There is always something more to see, and the something more is this: if the judgement of God was inevitable, then was sin too? Was the decision to sin an inevitable outcome of being in a world where choices could be made and commandments given to be obeyed? Adam and Chava were created morally neutral in the garden, not sinning nor leading righteous lives. Both denote choices and conscious volition. And here’s the nub, given this neutrality, was their fall inevitable? Was a conscious decision needed to NOT eat the fruit also required to enable a righteous position to be taken?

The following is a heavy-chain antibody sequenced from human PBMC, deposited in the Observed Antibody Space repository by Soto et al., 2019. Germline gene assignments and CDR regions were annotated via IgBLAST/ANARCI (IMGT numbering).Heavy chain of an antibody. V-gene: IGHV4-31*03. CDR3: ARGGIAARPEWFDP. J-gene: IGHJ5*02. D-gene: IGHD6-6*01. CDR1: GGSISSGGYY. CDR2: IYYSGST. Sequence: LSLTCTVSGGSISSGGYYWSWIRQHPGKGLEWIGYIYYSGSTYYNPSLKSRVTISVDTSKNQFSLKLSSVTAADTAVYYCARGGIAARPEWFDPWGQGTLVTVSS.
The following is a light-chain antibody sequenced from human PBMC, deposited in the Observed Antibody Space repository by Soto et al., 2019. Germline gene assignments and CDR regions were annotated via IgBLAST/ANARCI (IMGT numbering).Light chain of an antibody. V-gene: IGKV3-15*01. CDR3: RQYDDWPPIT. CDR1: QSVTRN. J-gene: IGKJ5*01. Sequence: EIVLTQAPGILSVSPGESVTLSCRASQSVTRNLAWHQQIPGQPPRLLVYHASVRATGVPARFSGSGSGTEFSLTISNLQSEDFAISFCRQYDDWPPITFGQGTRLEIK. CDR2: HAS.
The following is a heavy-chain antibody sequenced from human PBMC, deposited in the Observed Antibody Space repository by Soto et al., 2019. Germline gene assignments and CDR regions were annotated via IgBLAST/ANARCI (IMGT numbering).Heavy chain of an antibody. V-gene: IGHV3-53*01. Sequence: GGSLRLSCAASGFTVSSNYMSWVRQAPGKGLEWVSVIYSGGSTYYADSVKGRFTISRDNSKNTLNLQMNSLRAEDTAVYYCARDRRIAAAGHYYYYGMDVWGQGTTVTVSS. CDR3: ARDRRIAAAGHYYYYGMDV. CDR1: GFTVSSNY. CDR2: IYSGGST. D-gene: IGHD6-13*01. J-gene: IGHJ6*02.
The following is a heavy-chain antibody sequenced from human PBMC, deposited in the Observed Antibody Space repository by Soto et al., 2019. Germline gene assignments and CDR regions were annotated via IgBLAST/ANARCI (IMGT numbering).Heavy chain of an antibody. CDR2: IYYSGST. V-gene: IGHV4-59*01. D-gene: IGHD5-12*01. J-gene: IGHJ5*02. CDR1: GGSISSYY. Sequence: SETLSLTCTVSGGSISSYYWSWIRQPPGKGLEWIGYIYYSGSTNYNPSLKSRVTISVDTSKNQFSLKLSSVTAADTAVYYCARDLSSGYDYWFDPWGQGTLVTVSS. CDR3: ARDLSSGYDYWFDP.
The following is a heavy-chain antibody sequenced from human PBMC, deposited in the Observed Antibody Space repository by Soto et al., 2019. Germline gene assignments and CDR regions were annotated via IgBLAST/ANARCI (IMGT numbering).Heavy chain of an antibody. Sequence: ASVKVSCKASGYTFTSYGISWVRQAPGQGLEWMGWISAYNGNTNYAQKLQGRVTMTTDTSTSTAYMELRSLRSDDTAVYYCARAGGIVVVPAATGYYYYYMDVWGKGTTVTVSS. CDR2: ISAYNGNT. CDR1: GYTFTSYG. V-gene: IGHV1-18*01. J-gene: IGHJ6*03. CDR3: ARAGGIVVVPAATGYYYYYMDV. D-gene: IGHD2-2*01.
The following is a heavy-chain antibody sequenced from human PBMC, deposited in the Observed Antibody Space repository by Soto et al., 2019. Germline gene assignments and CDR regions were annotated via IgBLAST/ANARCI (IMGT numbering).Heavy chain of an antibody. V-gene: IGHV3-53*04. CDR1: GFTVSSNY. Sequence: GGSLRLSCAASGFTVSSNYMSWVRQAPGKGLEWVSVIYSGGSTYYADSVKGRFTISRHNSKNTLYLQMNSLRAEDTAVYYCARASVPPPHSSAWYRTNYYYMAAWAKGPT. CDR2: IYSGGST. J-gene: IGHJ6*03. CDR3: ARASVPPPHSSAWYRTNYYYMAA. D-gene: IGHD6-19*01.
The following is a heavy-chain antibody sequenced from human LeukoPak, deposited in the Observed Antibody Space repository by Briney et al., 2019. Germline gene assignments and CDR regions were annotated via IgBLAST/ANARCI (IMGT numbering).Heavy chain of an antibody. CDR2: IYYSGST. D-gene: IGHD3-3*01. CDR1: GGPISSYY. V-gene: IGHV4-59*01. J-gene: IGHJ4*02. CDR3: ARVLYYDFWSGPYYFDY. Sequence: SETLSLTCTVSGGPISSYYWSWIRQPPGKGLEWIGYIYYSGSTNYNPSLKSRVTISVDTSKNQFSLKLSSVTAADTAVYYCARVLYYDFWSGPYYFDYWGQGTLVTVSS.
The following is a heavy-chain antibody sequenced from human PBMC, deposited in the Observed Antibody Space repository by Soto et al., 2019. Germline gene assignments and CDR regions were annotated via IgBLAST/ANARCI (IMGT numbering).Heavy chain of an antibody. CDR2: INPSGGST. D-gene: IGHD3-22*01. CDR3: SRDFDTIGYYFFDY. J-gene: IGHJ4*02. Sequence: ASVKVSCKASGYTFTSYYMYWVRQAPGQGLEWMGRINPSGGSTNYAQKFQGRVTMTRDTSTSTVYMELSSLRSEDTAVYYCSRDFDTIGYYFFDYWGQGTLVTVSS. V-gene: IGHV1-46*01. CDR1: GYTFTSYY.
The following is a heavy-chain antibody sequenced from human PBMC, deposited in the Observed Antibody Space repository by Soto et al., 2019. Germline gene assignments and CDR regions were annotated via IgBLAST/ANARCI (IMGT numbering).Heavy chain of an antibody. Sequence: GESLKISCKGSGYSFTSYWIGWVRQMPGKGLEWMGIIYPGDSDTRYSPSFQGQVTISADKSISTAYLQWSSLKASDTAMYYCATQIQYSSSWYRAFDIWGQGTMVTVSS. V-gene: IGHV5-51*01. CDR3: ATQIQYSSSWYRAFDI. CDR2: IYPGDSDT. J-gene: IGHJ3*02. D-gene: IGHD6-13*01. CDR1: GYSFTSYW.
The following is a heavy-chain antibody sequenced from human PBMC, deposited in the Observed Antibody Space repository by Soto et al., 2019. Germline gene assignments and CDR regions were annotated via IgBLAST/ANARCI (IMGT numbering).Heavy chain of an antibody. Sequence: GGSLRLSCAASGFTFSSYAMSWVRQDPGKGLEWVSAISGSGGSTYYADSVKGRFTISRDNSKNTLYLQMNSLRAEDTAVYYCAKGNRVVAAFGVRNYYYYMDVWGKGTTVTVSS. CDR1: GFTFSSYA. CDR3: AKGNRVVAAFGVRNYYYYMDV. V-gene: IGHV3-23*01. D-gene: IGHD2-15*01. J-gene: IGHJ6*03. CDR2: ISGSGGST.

Down the ages many positions have been taken theologically on this original choice. On the one hand we hear so much about ‘original’ sin and human depravity (voices coming out of the Protestant Lutheran camp over the centuries) and on the other hand the ‘traditional’ Jewish view espousing the innate goodness of humanity (although this too can be partly seen as a reaction to the above theology). Much could be said about this taking us into the realm of Moral Philosophy, which certainly goes beyond the scope of a short commentary. But some key questions must be answered and considered. The Torah seems to highlight that sin is passed on to each new generation; the effects of it are certainly felt and subsequent generations are disciplined and judged by God because of it. How is it that sin is transferred to each new generation? Is it inevitable? We again hear both extremes, a quasi biological DNA position of sin (a position never proven) where just being born introduces you to the worldwide family of sinners, or standing on the opposing side a tableau rasa view where all mankind is born morally neutral and it is societies’ ills (poverty etc) that cause sin and evil in mankind. From the basic (if overly simplified) structure outlined above, the battles have been fought over the millennia.